Definition and Nature of Work
Biomedical engineers work with a combination of biology, medicine and engineering. They are trained to analyze and design solutions that will improve patient care. They are the professionals behind sophisticated medical equipment like MRIs and microscopic surgical machines.
Biomedical engineers are also responsible for research and development of medical innovations like artificial organs and prosthesis.
Biomedical engineers install, maintain and repair or provide technical support for medical machines and equipment. They make sure that they are always running at peak efficiency and won’t compromise patients’ lives.
They generally work with medical scientists, life scientists and chemists. They take part in research to develop and implement biomedical equipment. Biomedical engineers also ensure that personnel in charge of the machine know how to use and care for it.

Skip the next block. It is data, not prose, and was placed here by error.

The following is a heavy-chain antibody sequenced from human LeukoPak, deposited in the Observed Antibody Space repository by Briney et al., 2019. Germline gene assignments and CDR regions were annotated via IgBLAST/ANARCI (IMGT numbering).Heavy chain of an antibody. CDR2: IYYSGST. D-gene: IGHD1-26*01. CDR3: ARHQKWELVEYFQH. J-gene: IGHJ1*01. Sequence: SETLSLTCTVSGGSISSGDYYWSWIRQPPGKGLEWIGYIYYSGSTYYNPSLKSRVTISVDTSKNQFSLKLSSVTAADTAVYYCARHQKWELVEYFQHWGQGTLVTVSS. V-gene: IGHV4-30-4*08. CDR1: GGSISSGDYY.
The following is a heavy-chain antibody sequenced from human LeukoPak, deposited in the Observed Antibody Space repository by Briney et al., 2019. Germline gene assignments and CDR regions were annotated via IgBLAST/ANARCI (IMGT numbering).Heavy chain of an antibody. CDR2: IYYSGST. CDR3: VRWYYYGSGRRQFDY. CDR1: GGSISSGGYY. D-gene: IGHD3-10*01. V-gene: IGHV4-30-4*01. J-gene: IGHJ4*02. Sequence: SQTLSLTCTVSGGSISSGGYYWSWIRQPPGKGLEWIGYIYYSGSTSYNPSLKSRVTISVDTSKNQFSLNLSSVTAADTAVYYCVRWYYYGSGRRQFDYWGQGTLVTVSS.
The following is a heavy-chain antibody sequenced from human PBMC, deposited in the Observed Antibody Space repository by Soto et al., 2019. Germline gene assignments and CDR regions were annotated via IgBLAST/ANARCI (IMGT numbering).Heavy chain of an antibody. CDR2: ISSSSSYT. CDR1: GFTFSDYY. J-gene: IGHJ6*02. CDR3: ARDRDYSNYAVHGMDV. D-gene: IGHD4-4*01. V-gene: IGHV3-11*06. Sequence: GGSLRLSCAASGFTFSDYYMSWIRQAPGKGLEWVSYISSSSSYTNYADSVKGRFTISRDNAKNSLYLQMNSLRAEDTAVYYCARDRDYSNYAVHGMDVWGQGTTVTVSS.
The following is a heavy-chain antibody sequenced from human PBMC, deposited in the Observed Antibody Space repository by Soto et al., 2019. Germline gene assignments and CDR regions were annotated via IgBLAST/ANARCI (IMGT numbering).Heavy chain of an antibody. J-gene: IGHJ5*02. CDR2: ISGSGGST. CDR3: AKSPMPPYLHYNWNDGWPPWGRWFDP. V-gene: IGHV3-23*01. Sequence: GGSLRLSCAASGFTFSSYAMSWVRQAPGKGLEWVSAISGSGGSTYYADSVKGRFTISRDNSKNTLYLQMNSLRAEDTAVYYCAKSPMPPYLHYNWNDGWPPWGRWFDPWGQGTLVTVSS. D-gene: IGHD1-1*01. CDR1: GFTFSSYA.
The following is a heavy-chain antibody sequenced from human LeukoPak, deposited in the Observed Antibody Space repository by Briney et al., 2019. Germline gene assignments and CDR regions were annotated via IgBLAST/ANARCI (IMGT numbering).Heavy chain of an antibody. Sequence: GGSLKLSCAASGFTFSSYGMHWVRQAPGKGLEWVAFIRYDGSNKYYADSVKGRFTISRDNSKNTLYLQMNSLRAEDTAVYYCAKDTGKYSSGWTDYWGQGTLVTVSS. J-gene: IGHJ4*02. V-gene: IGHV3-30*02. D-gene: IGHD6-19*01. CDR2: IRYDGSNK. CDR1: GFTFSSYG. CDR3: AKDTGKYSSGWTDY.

A Day in the Life of Biomedical Engineers
Biomedical engineers can work in many different industries. They may work in hospitals, research laboratories and even manufacturing facilities. They also work in commercial offices if they are asked to deliver customer support service and make business decisions.
According to the U.S. Bureau of Labor Statistics (BLS), 23 percent of these professionals worked in medical equipment and supply manufacturing as of 2010. About 19 percent worked in scientific research services, 14 percent were employed in medicine and pharmaceutical manufacturing and 11 percent had jobs at colleges and universities. Around 7 percent worked in general medical hospitals according to the BLS.
Biomedical engineers work with the health team, patients and other professionals in the medical and engineering fields. Most of them work full time at 40 hours per week. However, they may work longer hours in order to accommodate patients’, co-workers’ and clients’ needs.